lovelight holistic health clinic
Healing discoveries

Inherited dis-eases

While we have been aware that certain traits and characteristics appeared to be inherited from our ancestors, we have been unaware of the mechanism which caused a particular characteristic to suddenly occur, seemingly from nowhere, and be transmitted to subsequent generations. From a health perspective, a possible result of many generations of apparently random gene mutations without any reversal mechanisms would be a very dis-ease-ridden human population. This may be the cause of the apparent increase in the incidence of genetically transmitted dis-eases such as asthma, cancer, arthritis and many others.

A TV programme screened recently entitled "The Ghost in Your Genes". This programme investigated the source of these apparently random mutations which many of us appear to have inherited from our ancestors and may possibly pass on to our children. The researchers found that at certain key times in a person's development environmental factors could alter a gene, either switching it on or off, and that this alteration remained in the person's genetic code and was passed on to their offspring.

An example of such a characteristic could be obesity. We are in what is called an obesity epidemic at present, blamed mainly on poor diet and lack of exercise. It is often very obvious when looking at a family that obese parents tend to raise obese children. This could be due to genetics or it could be due to them all living in the same environment. In many cases the family makes a huge effort to exercise and eat healthily, but to no avail, they appear to be unable to significantly reduce their weight.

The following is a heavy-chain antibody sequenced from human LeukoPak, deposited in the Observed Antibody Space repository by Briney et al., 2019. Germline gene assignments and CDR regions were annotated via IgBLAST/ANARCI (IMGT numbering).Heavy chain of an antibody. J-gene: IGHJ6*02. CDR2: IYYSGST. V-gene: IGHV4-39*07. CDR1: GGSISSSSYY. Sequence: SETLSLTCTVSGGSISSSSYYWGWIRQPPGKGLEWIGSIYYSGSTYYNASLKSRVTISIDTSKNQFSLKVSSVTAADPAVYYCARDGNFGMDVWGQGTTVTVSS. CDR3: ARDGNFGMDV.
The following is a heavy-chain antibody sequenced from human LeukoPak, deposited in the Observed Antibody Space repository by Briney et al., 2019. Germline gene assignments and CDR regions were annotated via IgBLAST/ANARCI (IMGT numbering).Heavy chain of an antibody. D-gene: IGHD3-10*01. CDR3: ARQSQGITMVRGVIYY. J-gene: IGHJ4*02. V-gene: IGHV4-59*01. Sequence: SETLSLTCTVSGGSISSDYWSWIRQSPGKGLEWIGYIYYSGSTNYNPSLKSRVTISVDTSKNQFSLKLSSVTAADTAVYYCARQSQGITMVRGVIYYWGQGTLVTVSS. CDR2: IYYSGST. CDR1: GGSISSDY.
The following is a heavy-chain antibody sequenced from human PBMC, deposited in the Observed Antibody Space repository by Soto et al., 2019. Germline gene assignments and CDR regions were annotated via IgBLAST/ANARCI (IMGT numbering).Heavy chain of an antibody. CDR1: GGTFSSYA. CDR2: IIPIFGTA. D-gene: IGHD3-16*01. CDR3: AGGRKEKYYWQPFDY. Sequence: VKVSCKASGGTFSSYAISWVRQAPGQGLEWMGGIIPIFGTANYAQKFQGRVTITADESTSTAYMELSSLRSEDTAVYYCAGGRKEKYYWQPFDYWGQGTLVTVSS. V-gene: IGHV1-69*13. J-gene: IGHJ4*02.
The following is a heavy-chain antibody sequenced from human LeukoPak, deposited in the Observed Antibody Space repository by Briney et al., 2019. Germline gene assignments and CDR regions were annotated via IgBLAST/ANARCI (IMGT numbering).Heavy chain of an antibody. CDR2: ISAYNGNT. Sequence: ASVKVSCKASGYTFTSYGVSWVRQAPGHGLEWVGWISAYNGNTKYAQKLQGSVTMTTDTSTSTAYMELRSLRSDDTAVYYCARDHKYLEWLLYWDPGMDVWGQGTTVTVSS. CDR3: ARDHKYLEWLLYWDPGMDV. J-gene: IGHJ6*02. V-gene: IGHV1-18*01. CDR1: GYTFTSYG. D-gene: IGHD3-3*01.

Using the methodology explained in the TV program, the researchers could examine this family's ancestry to find out when this obesity characteristic first appeared. The hypothesis which they would examine could be that at some stage one of their ancestors had suffered a famine, causing a gene to switch on which enabled the body to store fat more effectively and to utilise food more efficiently. At that time, this 'famine gene' would have assisted the survival of the species, but in our present time it actually decreases the health and longevity of those who carry it. That famine gene would have passed down the generations and, even though there was sufficient food supply available, it remained switched on and causes obesity. It does not reset because having sufficient food is not a suitable environmental stressor to cause genetic change.

Researchers found that there were very specific times in a person's development when the initial environmental stressor could most easily cause a body to mutate a gene, and that this time varied between males and females. For females, the sensitive time was during the last trimester of the mother's pregnancy. Thus if the gene changed in your grandmother, the change would have occurred during the 7th to 9th months of her mother's pregnancy with her. For males, the sensitive time was during the pre-pubescent years, approximately 9-12 years of age. In each case the critical factor was that these are the stages when the egg cells are forming in the female foetus, and the sperm-producing cells are forming in the male child. This means that this genetic change is incorporated into those cells and can therefore be passed down to future generations. However, it is likely that there are other means of causing gene mutations which could occur at any time during a person's lifetime, especially if these factors involved toxic chamicals which could directly cause genetic damage.